Kathryn Bigelow's rapid response to the death of Osama Bin Laden is a taut and morally ambiguous procedural for the ages.
On 1 May, 2011, America finally got its bogeyman. When Kathryn Bigelow heard the news, she was ready to shoot Bin Laden herself, primed for a film on Osama’s escape from the battle of Tora Bora. Zero Dark Thirty is her rapid response.
Like The Hurt Locker, her film is case-hardened, sharp and unsentimental, resistant to the heat of payback and with its eye on the journey, not the destination. Question is, released a year-and-a-half after Bin Laden’s death, can audiences handle the truth? More to the point, can Bigelow?
Spanning 10 years, three continents and two presidencies, the hunt for Bin Laden was a matrix of frustration, as scrambled as the 9/11 messages that open the movie. Writer Mark Boal’s tenacious research has, nonetheless, pulled something from the data-stream: the story of Maya, a female CIA analyst whose 12 years at the agency were lasersighted solely on nailing Bin Laden. The film’s assertion that the world’s most wanted terrorist was caught by an agent with a hunch is as unlikely as it is compelling and serves as an invaluable dramatic 'in', if not an emotional one.
No surname, backstory or even any downtime, Jessica Chastain’s iron-willed Maya is another of Bigelow’s career obsessives whose grim infatuation is rewarded with bitter victory, first over Al-Qaeda, then her own macho associates – "I’m the motherfucker that found him!" she yells during an agency pow-wow, in a Brockovich-like outburst destined for YouTube parody.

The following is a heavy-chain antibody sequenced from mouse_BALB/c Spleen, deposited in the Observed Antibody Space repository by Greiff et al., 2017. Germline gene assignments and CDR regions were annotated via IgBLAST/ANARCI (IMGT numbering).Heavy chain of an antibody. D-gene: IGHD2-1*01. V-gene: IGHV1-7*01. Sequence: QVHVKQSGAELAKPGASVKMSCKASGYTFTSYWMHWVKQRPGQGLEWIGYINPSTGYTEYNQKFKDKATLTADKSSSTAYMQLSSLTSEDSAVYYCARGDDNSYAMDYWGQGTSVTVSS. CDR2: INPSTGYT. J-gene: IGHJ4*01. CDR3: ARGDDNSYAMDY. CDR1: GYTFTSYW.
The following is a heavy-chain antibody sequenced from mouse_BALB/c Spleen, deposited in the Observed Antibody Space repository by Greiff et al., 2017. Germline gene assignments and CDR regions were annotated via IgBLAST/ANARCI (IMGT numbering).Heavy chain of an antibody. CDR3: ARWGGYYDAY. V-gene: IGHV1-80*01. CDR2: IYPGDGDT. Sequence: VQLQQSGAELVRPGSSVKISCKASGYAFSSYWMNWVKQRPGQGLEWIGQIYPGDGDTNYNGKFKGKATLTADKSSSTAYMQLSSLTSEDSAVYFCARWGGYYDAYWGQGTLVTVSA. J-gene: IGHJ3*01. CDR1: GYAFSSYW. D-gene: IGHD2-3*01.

Compiled from first-hand accounts and designed as docudrama, Zero Dark Thirty makes a big deal of its veracity, but it’s essentially obedient to genre. Driven by Maya’s professional mania, the film assumes the shape of a steely serial-killer procedural, with its dead ends and red herrings, its evidence walls and fanatical protagonist. Punctuated by dramatic reconstructions of real events (including 7/7), the film dredges up the twitchy dread of the Terror Years.
The influence of Fincher’s Zodiac, another tale of manic obsession, looms large, as does Olivier Assayas’ masterful miniseries Carlos (the casting of Edgar Ramirez feels like an act of pure homage). Perhaps Bigelow’s shrewdest move is resisting the temptation to deepen the shadows, suck out the light, kill the colour and make it 'dark'.
Yet Grieg Fraser’s photography is crystal-clear and clear-eyed – the style is a statement. These are the facts, it says – unblinking, nothing to hide, the backroom manipulations of the Bush-era exposed and indicted in broad daylight. Waterboarding may have got results, but Zero Dark Thirty’s torture scenes smack of authentic shame.
It’s only in the final act that Bigelow succumbs to her Hollywood impulses and that title lives up to its PlayStation shooter connotations. Blond, buff and bearded, SEAL Team Six have been Chuck Norris-ed by wardrobe and Point Blanked by Bigelow.
The moment their stealth choppers scoop through the Sarban Hills, guided by the CIA in their NASA-style command base, the film switches genres and Bigelow starts talking action slang – they could be off on an Alien bughunt. Breach by breach, breath by breath, the real-time assault unfolds in illicit night-vision, its outcome assured but staged, nonetheless, with prickling suspense.
The Big Moment happens in a flash. No lingering money shot. Osama, a phantom figure throughout, dies as he lived: in the shadows. Times Square won’t be cheering, but the gung-ho glamour has the smell of victory. If that’s the way Hollywood does catharsis, so be it, but there’s a far better movie before it.
This is Kathryn Bigelow, Hurt Locker helmer, on a hand-held hunt for Bin Laden.
Compelling, clear-eyed, no clichés and no crowd-pleasing either.
It haunts and lingers long after the lights go up.